How to document your SAS environment


You’ve just started a new job as SAS administrator, and there’s no documentation. How do you know which SAS products are installed? Where they are deployed?  Where do the data and programs reside?

Brian Varney tells us that SAS administrators often run into undocumented environments whenever they begin working in a new organization, migrating existing applications to new platforms, training users, or troubleshooting problems.  During the recent SouthEastern SAS Users Group conference, Varney offered these tips on where to start looking for needed information: 

Which products?
Varney reminds us that licensed products aren’t always the same as installed products! It turns out, some organizations may not install all the SAS products they’ve licensed, so be sure you obtain a list of both.

To find a list of the licensed products, the first place to look is your SAS Software Depot. Whether the organization downloaded licenses from the Web or obtained DVDs, you’ll find a Software Depot installed on the server. It will contain two files that lists the software in your Depot and provides information about your license.  

Another familiar option is to run the SETINIT procedure with the NOALIAS option to obtain a report on the software licensed, its expiration dates, grace periods and other useful information.

For a report of the software products you actually have installed and their version numbers, Varney suggests running the PRODUCT_STATUS procedure.

Where and how are products deployed?
Your SAS product configuration can be difficult and time-consuming to track down, depending on the complexity of the environment. Simpler environments may have all products and important software elements deployed on a single server, while planned environments with multiple servers may require looking in a number of places for these pieces.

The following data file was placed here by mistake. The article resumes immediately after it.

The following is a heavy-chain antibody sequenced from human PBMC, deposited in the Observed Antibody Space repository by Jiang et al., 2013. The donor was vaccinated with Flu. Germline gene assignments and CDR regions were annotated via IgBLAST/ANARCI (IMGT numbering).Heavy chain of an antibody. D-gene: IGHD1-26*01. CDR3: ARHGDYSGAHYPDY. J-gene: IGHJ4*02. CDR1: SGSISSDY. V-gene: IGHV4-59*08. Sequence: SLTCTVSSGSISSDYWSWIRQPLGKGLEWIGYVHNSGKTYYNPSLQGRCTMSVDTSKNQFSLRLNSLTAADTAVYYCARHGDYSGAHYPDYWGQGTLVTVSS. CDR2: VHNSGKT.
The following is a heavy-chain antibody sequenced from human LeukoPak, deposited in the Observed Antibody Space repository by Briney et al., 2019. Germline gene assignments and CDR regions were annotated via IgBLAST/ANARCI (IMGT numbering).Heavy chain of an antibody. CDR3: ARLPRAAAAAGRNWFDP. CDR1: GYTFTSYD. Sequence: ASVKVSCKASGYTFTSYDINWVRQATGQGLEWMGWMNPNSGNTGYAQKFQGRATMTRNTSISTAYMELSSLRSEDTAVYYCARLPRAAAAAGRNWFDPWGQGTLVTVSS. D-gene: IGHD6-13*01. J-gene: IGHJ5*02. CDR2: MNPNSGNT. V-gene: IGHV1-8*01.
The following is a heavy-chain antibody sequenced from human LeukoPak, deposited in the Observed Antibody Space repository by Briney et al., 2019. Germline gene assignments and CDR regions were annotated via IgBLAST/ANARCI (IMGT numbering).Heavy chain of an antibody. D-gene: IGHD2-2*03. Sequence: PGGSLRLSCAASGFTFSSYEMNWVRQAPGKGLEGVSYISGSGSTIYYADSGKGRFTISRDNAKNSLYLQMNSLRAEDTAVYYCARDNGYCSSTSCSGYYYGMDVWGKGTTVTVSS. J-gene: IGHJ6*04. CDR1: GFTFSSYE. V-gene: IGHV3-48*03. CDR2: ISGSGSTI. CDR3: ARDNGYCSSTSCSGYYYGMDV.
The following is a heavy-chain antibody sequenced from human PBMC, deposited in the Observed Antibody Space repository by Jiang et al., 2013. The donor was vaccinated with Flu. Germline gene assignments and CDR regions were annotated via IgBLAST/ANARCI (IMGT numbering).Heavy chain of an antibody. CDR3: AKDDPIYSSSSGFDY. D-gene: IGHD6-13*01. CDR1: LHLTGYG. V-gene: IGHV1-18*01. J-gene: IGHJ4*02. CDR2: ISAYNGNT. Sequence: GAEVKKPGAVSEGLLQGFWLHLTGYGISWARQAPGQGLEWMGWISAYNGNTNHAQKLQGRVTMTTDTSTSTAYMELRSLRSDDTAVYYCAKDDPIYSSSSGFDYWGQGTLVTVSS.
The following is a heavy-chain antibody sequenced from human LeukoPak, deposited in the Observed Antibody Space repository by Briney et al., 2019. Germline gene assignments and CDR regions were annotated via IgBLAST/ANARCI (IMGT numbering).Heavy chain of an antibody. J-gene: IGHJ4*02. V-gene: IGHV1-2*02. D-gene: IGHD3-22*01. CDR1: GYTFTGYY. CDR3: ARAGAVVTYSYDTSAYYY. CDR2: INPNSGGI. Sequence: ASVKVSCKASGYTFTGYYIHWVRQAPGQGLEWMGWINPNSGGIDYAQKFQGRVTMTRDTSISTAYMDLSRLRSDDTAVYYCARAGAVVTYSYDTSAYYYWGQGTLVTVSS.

On a single server environment, run the OPTIONS procedure with the LONG option to produce a listing of locations for files such as WORK libraries, HELP files, AUTOEXEC files, any configuration files, and SASROOT or SASHOME.

For a planned installation, look for the SAS Lev 1 configuration directory that has all the information about your SAS environment. You’ll find documents such as the deployment summary and Instructions.HTML that retrace choices made during the installation and configuration steps. This directory also contains important logs and utilities files created during installation. Planned installations of SAS require a plan file, which is also a good source of information about your SAS deployment.

Who deployed the software?
Occasionally, individuals will supply personal credentials when installing software. The installation process may request the same credentials be used when applying maintenance patches or additional products. Look in the installation log files for the credentials of the individual who initially installed the software.

Who are the users?
There are logs in the configuration directory to see when individuals are connecting to various servers. Look in these logs for information that may be useful for troubleshooting: metadata server, stored process server, and object spawner.

Where are programs and data stored?
Varney offers tips on how to Inventory Your Files Using SAS in a SAS Global Forum paper.  Administrators can run queries or create regular reports against the resulting output.

Read Varney’s entire SESUG 2012 paper - Getting to Know an Undocumented SAS Environment (PA-03).


About Author

Christina Harvey

Principal Marketing Specialist

Christina Harvey is an editor for SAS External Communications. She has more than 20 years experience as a technical writer and communications specialist for SAS.

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  1. Pingback: Demystifying SAS autoexec files - SAS Users Groups

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